Purdue Boilermakers, Minnesota Golden Gophers, Penn State Nittany Lions, Big Ten Conference, Michigan State Spartans, Northwestern Wildcats, Indiana Hoosiers, Illinois Fighting Illini, Ohio State Buckeyes, Michigan Wolverines, Wisconsin Badgers, Iowa Hawkeyes, Nebraska Cornhuskers, Rutgers Scarlet Knights, Maryland Terrapins, Ian Thomas, Corey Cooper, Antoine Lewis, Mark Murphy, Jeremiah Johnson, Dezmen Southward, B.J. Lowery, Kurtis Drummond, Ibraheim Campbell, Peniel Jean, Doran Grant, Raymon Taylor, Tejay Johnson, Nick VanHoose, Blake Countess, Michael Hunter, Derrick Wells, Jordan Lomax, Kenny Mullen, Adrian Amos, Charles Jackson, Frankie Williams, Nate Hammon, Cedric Thompson, Tanner Miller, Dwight White, Harvey Jackson, Armani Reeves, Malik Golden, John Lowdermilk, Andrew Green, Darius Hillary, Traveon Henry, Daniel Jones, Demetrious Cox, Jermaine Edmonson, Ezra Robinson, Trevor Williams, Daniel Davie, Taylor Richards, Jarrod Wilson, RJ Williamson, Trae Waynes, Landon Feichter, Lorenzo Waters, Cam Burrows, Gareon Conley, Dymonte Thomas, Jesse Della Valle, Darius Mosely, Darian Hicks, Josh Mitchell, Eaton Spence, Antonio Allen, Zane Petty, Rashard Fant, Godwin Igwebuike, Sojourn Shelton, Nadir Barnwell, Matt Harris, Michael Caputo, Jonathan Rose, V'Angelo Bentley, Jevaris Little, Taylor Barton, Tyvis Powell, Arjen Colquhoun, Eric Murray, Sean Draper, Anthony Gair, Tim Bennett, Jabrill Peppers, Ryan Keiser, Briean Boddy-Calhoun, Austin Hudson, Jaylen Dunlap, Charlton Warren, Serge Trezy, B1G spring positions 14, Sean Davis, Anthony Nixon, A.J. Hendy, Zach Dancel, Dexter McDougle, Will Likely, Alvin Hill, Antonio Johnson, Grayson Levine, Ron Tanner, Leroy Clark, Johnathan Aiken, Delon Stephenson, Gareef Glashen, Anthony Cioffi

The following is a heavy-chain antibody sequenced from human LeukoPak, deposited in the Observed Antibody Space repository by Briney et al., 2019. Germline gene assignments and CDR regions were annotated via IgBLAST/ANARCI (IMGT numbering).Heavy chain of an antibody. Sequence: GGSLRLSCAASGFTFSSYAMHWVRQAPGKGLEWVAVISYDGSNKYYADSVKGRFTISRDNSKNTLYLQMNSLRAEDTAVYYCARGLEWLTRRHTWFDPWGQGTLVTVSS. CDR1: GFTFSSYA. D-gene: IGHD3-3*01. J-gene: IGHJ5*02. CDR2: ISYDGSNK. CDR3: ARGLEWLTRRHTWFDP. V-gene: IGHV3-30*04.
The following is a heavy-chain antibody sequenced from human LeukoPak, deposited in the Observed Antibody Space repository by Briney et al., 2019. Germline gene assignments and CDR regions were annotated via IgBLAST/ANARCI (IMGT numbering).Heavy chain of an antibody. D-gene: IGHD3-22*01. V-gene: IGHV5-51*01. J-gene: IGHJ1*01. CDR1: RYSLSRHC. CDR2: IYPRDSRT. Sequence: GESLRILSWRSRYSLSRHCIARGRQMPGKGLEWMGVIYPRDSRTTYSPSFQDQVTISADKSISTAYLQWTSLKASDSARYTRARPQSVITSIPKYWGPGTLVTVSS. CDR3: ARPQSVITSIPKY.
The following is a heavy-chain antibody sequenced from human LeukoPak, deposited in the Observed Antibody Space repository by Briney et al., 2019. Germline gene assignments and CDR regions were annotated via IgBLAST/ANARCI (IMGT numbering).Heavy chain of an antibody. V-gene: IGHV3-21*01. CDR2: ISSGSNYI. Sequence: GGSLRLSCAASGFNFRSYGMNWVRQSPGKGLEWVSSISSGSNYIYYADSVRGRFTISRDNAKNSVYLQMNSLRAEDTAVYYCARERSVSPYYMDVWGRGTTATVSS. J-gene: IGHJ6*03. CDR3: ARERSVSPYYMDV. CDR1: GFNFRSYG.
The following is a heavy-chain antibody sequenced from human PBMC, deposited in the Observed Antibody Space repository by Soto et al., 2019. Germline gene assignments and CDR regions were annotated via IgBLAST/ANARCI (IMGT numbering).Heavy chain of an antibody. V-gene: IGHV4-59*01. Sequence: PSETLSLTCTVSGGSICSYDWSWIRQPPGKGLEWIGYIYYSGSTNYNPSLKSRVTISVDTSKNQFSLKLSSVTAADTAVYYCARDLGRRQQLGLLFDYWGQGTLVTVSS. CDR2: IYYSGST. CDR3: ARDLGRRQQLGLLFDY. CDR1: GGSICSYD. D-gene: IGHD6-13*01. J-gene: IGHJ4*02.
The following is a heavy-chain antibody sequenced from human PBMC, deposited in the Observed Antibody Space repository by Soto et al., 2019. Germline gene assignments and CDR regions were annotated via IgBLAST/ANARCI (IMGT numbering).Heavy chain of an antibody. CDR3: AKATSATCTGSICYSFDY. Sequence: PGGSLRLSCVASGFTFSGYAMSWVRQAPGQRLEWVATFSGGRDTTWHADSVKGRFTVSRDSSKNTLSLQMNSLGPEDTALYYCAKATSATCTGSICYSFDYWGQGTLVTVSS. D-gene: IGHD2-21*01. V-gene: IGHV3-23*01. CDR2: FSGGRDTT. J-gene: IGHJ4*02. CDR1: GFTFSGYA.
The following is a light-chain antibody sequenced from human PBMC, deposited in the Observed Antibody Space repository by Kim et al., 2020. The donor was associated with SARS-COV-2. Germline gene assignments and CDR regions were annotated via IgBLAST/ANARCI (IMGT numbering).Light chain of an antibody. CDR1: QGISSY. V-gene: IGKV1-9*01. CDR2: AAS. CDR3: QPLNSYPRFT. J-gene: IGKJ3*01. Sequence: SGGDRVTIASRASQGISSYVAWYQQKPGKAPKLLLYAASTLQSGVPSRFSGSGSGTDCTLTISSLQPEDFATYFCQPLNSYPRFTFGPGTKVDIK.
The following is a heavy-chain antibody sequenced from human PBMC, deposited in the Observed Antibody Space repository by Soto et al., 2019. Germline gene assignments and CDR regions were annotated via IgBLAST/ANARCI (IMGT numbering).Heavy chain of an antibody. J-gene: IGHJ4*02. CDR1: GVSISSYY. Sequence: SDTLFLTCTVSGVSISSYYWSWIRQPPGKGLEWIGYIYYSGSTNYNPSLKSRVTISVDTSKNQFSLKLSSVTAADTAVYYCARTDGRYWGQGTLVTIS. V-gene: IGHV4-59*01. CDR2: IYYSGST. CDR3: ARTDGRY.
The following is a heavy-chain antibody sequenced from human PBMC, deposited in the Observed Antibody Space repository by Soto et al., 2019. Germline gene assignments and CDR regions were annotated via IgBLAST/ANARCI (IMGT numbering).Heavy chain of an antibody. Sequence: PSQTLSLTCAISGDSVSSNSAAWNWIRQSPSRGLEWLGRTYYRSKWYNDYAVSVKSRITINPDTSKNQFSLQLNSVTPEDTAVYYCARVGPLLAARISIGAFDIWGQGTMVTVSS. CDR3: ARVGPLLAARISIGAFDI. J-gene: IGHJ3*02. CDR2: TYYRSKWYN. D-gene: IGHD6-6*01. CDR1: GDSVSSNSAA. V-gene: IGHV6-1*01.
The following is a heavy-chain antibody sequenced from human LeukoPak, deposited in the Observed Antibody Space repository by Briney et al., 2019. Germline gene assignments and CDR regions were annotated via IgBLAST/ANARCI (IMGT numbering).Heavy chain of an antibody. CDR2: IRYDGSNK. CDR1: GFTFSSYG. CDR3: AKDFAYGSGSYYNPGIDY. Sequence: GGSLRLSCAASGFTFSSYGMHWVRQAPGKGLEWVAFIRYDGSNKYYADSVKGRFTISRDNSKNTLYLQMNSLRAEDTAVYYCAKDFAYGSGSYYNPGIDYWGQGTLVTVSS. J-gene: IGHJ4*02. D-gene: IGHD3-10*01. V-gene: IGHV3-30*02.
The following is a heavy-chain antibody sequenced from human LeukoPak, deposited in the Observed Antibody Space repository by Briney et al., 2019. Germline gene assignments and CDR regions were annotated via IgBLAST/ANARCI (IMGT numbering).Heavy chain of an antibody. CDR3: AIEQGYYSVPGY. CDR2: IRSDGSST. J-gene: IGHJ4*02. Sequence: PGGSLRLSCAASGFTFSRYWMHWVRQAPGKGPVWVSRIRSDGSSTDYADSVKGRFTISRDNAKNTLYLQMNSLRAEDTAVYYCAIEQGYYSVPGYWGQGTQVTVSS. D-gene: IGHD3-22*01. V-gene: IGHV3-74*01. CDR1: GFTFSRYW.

Five more Big Ten impact freshmen

February, 13, 2014
Feb 13
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Earlier today, we presented a list of five potential early-impact true freshmen or junior college players from the Class of 2014.

You never quite know where the immediate contributors will come from. Here are five more first-year players to watch this season (in alphabetical order):